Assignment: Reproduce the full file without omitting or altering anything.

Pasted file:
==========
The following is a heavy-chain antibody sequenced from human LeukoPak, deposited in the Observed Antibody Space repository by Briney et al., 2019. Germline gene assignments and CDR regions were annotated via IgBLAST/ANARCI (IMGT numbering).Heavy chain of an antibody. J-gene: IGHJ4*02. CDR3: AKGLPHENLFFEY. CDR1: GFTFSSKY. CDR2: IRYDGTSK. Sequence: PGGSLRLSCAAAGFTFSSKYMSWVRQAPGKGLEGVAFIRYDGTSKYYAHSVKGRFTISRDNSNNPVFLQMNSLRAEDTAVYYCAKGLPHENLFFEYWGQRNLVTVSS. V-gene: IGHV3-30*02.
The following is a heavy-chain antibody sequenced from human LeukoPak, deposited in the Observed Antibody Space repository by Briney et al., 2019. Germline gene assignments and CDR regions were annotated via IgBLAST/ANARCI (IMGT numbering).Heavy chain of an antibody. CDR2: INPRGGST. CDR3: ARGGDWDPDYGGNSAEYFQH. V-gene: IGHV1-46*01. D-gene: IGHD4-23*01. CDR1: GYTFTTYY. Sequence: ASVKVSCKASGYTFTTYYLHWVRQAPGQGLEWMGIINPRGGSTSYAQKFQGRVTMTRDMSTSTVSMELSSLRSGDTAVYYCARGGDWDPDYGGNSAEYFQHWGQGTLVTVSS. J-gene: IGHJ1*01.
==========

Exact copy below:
The following is a heavy-chain antibody sequenced from human LeukoPak, deposited in the Observed Antibody Space repository by Briney et al., 2019. Germline gene assignments and CDR regions were annotated via IgBLAST/ANARCI (IMGT numbering).Heavy chain of an antibody. J-gene: IGHJ4*02. CDR3: AKGLPHENLFFEY. CDR1: GFTFSSKY. CDR2: IRYDGTSK. Sequence: PGGSLRLSCAAAGFTFSSKYMSWVRQAPGKGLEGVAFIRYDGTSKYYAHSVKGRFTISRDNSNNPVFLQMNSLRAEDTAVYYCAKGLPHENLFFEYWGQRNLVTVSS. V-gene: IGHV3-30*02.
The following is a heavy-chain antibody sequenced from human LeukoPak, deposited in the Observed Antibody Space repository by Briney et al., 2019. Germline gene assignments and CDR regions were annotated via IgBLAST/ANARCI (IMGT numbering).Heavy chain of an antibody. CDR2: INPRGGST. CDR3: ARGGDWDPDYGGNSAEYFQH. V-gene: IGHV1-46*01. D-gene: IGHD4-23*01. CDR1: GYTFTTYY. Sequence: ASVKVSCKASGYTFTTYYLHWVRQAPGQGLEWMGIINPRGGSTSYAQKFQGRVTMTRDMSTSTVSMELSSLRSGDTAVYYCARGGDWDPDYGGNSAEYFQHWGQGTLVTVSS. J-gene: IGHJ1*01.